Bullets started raining down the forest. Long-tailed widowbirds woke up from their bowled nests and flopped into the air. Some got shot and fell to the forest floor. Others got injured and screamed like cats. Most escaped the forest only to be vaporized by the blue sears of Kurston flamethrowers, so horrifying yet hypnagogic, almost like a nightmare in a VR video game. Seconds later, the remaining strands of black tails realized their disconnections from bodies that no longer existed, and drizzled down one by one like kites whose strings had been cut—things that one would only see falling from the clouds in the obsolete tales of 2012 and the like. The volume was a long blackness that slowly encased Kan. Lines of professional K soldiers marched towards our direction.

He pushed me west.

My legs moved.

They paused behind a coconut tree.

He stepped out from the pile of banana leaves. The leader, dressed in grey cotton cloth, holding a fencing sword on his left hand, holstered his revolver and took out this photo from his front pocket. He placed it next to father’s face and smooshed his face with a magnifying glass over to the photo.

The first ordinary person that actually had an interesting story to tell was unfortunately not part of my first week at Higher’s. And that was a major problem. The seat across from me in chemistry class had been empty for days—the consequences of which was our group only had three members, a big reason for our snail-like progress on the project.

Just as I thought the seat would be empty forever, the unexpected happened. Ten minutes into class on Monday, the chemistry teacher spoke up for the first time since the initiation of our projects. “Guys, I want you to stop whatever you’re doing for a second.” His voice was extra smooth, like a mellow drumstick on timpani, which surprisingly produced pitch, which made me expect something. The classroom returned to its orthodox organization. I placed the periodic table in front of me in its default setting. I took off my steaming goggles and pushed the beaker aside with extra caution.

Inside the beaker was the essence of our project, the subject worthy of a Nobel Prize, the 7 inch Aplysia, a ditto looking sea slug, which I named Innocencie. Nobody really cared what it was called. It could be dabplysia and no one would give two dimes. Apparently, a professor from Columbia named Eric Kandel had done some extensive research on Aplysias half a century ago and used this little creature to show how memory and learning worked. In the past few days we’d been squirting water relentlessly on its siphon and repeatedly shocking its tail with voltages that were oftentimes uncomfortable even for us in order to examine the degree to which collateral axons had retracted or reframed. Long story short, the whole project was basically about torturing Innocencie on a daily basis to gauge out some numbers on a grid that had already been figured out by the Eric Kandel guy 50 years prior. I poured in a cup of sea water to keep Innocencie strong.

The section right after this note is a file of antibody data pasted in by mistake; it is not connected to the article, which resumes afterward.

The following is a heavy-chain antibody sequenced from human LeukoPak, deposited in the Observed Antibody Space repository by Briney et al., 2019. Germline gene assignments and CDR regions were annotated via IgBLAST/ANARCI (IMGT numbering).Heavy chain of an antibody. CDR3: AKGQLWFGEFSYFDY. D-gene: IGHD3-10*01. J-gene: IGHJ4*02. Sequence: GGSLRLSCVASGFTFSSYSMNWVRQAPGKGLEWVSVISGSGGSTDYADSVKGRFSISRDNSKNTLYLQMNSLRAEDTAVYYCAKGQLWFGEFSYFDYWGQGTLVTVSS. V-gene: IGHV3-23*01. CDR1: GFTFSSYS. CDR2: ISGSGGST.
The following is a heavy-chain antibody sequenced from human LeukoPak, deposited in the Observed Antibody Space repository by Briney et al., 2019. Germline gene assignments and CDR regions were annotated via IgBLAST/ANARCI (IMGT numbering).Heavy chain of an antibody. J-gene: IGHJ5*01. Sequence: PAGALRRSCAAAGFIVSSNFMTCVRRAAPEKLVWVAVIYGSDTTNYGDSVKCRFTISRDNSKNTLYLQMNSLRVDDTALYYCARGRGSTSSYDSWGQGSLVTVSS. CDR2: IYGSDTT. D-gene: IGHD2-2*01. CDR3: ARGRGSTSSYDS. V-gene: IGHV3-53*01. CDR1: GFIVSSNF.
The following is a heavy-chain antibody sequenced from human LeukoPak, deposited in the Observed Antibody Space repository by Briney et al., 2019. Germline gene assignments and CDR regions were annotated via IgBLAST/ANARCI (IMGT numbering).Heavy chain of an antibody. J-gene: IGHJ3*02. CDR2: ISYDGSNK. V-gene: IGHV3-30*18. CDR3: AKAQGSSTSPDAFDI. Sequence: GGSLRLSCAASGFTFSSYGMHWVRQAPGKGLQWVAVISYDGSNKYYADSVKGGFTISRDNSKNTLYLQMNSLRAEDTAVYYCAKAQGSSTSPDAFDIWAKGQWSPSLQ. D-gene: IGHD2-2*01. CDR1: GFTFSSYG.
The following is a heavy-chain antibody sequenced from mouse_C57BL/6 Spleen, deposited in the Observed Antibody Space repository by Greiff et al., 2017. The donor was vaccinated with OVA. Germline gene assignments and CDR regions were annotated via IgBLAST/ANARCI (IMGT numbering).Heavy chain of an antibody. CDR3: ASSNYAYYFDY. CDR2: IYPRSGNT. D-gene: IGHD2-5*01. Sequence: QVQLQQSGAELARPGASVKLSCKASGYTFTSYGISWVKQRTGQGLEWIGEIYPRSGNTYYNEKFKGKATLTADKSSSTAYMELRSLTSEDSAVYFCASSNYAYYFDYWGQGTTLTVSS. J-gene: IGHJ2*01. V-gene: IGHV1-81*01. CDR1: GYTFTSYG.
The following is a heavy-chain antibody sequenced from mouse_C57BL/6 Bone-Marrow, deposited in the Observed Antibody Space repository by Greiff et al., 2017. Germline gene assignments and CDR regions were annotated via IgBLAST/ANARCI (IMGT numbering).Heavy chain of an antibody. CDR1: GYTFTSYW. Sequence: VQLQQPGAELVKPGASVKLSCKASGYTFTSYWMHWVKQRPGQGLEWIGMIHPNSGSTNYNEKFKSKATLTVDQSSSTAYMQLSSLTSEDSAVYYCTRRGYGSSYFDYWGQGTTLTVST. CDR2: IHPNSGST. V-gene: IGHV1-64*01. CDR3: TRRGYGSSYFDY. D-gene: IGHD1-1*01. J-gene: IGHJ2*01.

“I almost forgot, today is Remembrance Day. Let’s all close our eyes for a brief moment and remember all the loved ones in our lives,” he announced.

Someone raised a hand in the back. “When is the next legit holiday, like a day when we actually don’t have school?”

“The next staff development day, Justin,” he responded, which was basically a nicer way of rephrasing the legendary “furlough day.”

Tony shot me a glance from across the table.

Anna covered her face with her slender fingers.

Innocencie crawled a few inches upward like a slimy Virginia Creeper, his head breaking open the water surface, as if he wanted to participate in the remembering of someone too. Another cup of seawater went in and he retrieved to the bottom. Sensitization got him.

I closed my eyes. The taste of the ocean was at the tip of my tongue once again as Innocencie continued to exhale. Bubbles jazzed inside the beaker.